Purchased by Geoffrey Ritchie and his partners Phillips and Palmer in 1902 and still owned by Ritchie’s descendants, Delatite has a rich history. First known as ‘Head Station’, the first home built on the property (in the 1830’s) by the Hunter brothers was a bark hut about 250 metres north east of the current homestead. The next owner Dr Rowe (around the 1850’s) named the property Loyola. It wasn’t until the partnership of Chenery and Goodman that it was renamed Delatite.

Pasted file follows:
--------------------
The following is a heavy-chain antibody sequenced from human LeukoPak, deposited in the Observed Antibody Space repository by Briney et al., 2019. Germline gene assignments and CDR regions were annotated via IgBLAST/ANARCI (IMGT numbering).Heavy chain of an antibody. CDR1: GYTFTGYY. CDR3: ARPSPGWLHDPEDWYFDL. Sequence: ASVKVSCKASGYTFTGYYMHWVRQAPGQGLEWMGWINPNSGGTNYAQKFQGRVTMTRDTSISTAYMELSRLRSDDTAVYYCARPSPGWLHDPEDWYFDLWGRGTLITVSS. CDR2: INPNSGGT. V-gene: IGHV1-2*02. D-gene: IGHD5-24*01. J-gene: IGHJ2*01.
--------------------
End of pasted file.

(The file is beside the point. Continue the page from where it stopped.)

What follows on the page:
During the late 1850’s or early 1860’s the Chenerys constructed a fairly substantial homestead complex, of
which one section still remains. Henry Ricketson purchased the property from the Chenery family and constructed the main house and the stone and brick stables in the late 1880’s-early 1890’s.
Chris’s Cottage is thought to have been originally built in the 1860’s as the unmarried men’s quarters. In the 1920’s all but the chimneys were demolished and it was rebuilt in poured concrete.
Bob’s Cottage was built in the 1930’s to house the property’s first full-time gardener.
Today, Delatite’s 1800 hectares is grazed for Beef and Fine wool production.